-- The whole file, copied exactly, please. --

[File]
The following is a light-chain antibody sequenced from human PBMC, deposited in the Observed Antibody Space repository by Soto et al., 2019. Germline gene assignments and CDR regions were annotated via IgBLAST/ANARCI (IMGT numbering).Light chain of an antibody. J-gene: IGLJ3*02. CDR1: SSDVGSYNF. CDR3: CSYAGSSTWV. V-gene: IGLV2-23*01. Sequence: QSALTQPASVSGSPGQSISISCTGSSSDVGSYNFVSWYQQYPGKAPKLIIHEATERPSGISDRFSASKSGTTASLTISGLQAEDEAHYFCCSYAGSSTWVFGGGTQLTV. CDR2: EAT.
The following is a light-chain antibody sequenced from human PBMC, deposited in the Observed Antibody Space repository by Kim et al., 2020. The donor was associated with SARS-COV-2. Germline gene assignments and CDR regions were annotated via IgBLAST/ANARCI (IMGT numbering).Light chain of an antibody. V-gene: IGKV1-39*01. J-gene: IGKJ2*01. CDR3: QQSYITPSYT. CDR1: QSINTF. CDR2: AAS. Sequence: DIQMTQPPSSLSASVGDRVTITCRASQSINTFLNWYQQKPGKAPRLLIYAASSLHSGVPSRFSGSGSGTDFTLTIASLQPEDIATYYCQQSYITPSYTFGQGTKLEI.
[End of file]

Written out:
The following is a light-chain antibody sequenced from human PBMC, deposited in the Observed Antibody Space repository by Soto et al., 2019. Germline gene assignments and CDR regions were annotated via IgBLAST/ANARCI (IMGT numbering).Light chain of an antibody. J-gene: IGLJ3*02. CDR1: SSDVGSYNF. CDR3: CSYAGSSTWV. V-gene: IGLV2-23*01. Sequence: QSALTQPASVSGSPGQSISISCTGSSSDVGSYNFVSWYQQYPGKAPKLIIHEATERPSGISDRFSASKSGTTASLTISGLQAEDEAHYFCCSYAGSSTWVFGGGTQLTV. CDR2: EAT.
The following is a light-chain antibody sequenced from human PBMC, deposited in the Observed Antibody Space repository by Kim et al., 2020. The donor was associated with SARS-COV-2. Germline gene assignments and CDR regions were annotated via IgBLAST/ANARCI (IMGT numbering).Light chain of an antibody. V-gene: IGKV1-39*01. J-gene: IGKJ2*01. CDR3: QQSYITPSYT. CDR1: QSINTF. CDR2: AAS. Sequence: DIQMTQPPSSLSASVGDRVTITCRASQSINTFLNWYQQKPGKAPRLLIYAASSLHSGVPSRFSGSGSGTDFTLTIASLQPEDIATYYCQQSYITPSYTFGQGTKLEI.